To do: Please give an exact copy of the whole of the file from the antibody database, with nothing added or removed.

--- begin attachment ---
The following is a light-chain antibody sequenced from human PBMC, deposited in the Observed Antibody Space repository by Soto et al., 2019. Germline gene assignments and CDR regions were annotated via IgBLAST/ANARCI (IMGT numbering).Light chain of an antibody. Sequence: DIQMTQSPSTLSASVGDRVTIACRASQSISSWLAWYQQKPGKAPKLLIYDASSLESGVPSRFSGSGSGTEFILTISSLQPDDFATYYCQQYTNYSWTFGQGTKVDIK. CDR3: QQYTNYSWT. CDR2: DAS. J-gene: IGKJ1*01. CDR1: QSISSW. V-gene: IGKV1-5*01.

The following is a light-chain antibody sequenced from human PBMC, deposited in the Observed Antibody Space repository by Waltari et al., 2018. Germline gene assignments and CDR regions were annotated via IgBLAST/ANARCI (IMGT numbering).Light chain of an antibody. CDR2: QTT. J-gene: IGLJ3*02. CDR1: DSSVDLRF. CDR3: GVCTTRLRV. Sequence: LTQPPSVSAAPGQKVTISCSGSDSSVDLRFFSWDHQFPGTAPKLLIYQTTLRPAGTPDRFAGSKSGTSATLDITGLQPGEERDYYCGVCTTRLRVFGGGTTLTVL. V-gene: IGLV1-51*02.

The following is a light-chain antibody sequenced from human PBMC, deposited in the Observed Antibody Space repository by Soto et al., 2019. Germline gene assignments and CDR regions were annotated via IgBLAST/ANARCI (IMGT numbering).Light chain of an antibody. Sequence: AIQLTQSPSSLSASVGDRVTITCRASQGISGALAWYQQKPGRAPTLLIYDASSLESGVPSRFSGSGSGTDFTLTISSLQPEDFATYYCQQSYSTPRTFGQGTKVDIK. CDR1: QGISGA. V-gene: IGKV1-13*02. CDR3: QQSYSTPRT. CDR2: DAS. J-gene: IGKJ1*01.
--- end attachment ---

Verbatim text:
The following is a light-chain antibody sequenced from human PBMC, deposited in the Observed Antibody Space repository by Soto et al., 2019. Germline gene assignments and CDR regions were annotated via IgBLAST/ANARCI (IMGT numbering).Light chain of an antibody. Sequence: DIQMTQSPSTLSASVGDRVTIACRASQSISSWLAWYQQKPGKAPKLLIYDASSLESGVPSRFSGSGSGTEFILTISSLQPDDFATYYCQQYTNYSWTFGQGTKVDIK. CDR3: QQYTNYSWT. CDR2: DAS. J-gene: IGKJ1*01. CDR1: QSISSW. V-gene: IGKV1-5*01.

The following is a light-chain antibody sequenced from human PBMC, deposited in the Observed Antibody Space repository by Waltari et al., 2018. Germline gene assignments and CDR regions were annotated via IgBLAST/ANARCI (IMGT numbering).Light chain of an antibody. CDR2: QTT. J-gene: IGLJ3*02. CDR1: DSSVDLRF. CDR3: GVCTTRLRV. Sequence: LTQPPSVSAAPGQKVTISCSGSDSSVDLRFFSWDHQFPGTAPKLLIYQTTLRPAGTPDRFAGSKSGTSATLDITGLQPGEERDYYCGVCTTRLRVFGGGTTLTVL. V-gene: IGLV1-51*02.

The following is a light-chain antibody sequenced from human PBMC, deposited in the Observed Antibody Space repository by Soto et al., 2019. Germline gene assignments and CDR regions were annotated via IgBLAST/ANARCI (IMGT numbering).Light chain of an antibody. Sequence: AIQLTQSPSSLSASVGDRVTITCRASQGISGALAWYQQKPGRAPTLLIYDASSLESGVPSRFSGSGSGTDFTLTISSLQPEDFATYYCQQSYSTPRTFGQGTKVDIK. CDR1: QGISGA. V-gene: IGKV1-13*02. CDR3: QQSYSTPRT. CDR2: DAS. J-gene: IGKJ1*01.